From Greg Couch in Paris:
"Venus Williams just keeps letting this happen to her, and she throws up her hands as if there is nothing she can do about it.
She had been playing her best tennis in years, and had a shot at moving to No. 1 in the world rankings, where she has spent just 11 weeks in her long career. And then she had an off day Sunday. Now, she's gone. Williams lost 6-4, 6-3 to Nadia Petrova in the fourth round at Roland Garros. It's clear now why Williams has never won the French Open, and never will. It's not about a lack of ability or comfort on clay.
It's unbelievable that someone who has been so great for so long would allow herself to play for all these years without a safety net. She has no adjustments to make, no alterations.
On hot days, the red clay is fast and on cold days it's slow. On wet days, even stickier. On Sunday, it was raining and windy, too. Nothing stays the same, and even on the best of days, you can't just impose physical strength on your opponent, the way Williams plays. The ball slows down when it bounces in this dirt, and gives players a chance to catch up to the power.
Sometimes it happens? Then why not be ready for it? Don't you have to make adjustments?"
Greg is spot on with Venus. Now here's the kicker . . . he sounds like me when I first talk to my clients. Things have been going so well for so long, then all of a sudden, everything falls apart. It's like their career or business just had a 4-6, 3-6 game and they don't know what to do. They've been playing their power game all along and the whole world around them has changed.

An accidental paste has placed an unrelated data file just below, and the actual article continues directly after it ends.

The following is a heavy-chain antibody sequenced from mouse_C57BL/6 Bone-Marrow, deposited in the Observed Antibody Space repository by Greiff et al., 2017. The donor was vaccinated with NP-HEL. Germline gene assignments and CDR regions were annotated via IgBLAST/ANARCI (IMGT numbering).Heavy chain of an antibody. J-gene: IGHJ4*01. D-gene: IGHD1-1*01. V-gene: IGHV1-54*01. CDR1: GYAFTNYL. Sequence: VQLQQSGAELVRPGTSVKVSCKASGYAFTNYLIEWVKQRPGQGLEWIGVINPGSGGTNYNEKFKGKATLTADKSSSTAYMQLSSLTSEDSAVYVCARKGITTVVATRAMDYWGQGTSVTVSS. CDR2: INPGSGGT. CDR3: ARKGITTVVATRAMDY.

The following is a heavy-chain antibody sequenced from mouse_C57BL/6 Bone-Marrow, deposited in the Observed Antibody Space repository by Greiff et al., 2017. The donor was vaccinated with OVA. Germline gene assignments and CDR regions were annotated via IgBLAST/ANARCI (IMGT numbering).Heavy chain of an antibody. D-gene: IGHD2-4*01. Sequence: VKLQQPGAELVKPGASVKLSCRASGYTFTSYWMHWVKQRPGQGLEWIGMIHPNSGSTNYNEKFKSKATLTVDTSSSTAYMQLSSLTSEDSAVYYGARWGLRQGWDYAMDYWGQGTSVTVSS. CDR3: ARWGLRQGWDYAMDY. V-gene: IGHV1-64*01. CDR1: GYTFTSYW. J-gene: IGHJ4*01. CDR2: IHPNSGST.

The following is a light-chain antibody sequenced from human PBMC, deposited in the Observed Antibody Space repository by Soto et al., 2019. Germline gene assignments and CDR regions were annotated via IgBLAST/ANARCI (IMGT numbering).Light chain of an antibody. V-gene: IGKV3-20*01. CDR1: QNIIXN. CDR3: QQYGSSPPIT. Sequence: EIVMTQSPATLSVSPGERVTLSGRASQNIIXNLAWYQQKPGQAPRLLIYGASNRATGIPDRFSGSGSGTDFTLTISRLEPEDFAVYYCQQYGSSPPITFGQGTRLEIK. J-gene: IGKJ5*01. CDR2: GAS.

And it hits you smack in the center of your face just like a tennis ball. You suddenly realize that you no longer are employed, you're handling multiple positions that have been eliminated, or a majority of your clientele have disappeared. How do you fix this?
It's called FLEXIBILITY. LIMBERNESS. AGILITY. React to external conditions as they change (and you can bet your bottom dollar they will) and take steps to be flexible, limber and agile.
Here are some tips:
- Keep your eyes open. Major career or business changing events usually don't happen in an instant. There are predictors and subtle changes that should be alerting you. People just don't listen or they obstinately keep their eyes closed to the problem(s). When you see something begin to happen, take some time out to look out on the horizon. What is changing? For the better? For the worse? Who's leaving the company? What projects are being cut? Who is disappearing from certain projects?
- Set goals. It's that easy. Most executives and business-owners don't have goals. They just trundle along with no targets to hit. You're asking for trouble. Businesses - look at your last 12 months gross revenue, pick your three best months, average them and that is your current target for each month. If you want to be agressive, raise it by 5%. Executives - How is your project/department progressing? Are you hitting your deadlines? Are you receiving increases when you hit something out of the park (great review)?
- Have a plan in case things change. If the environment is going south, have a backup plan. Businesses - What is another customer base you can tap into? Why aren't you hitting them already? Executives - Is your resume up to date? Are you actively having lunch with colleagues outside of your company to survey the marketplace?
If you begin to attempt just one of these tips and MAKE ADJUSTMENTS, you'll find that you'll be winning the matches, rather than going home a loser.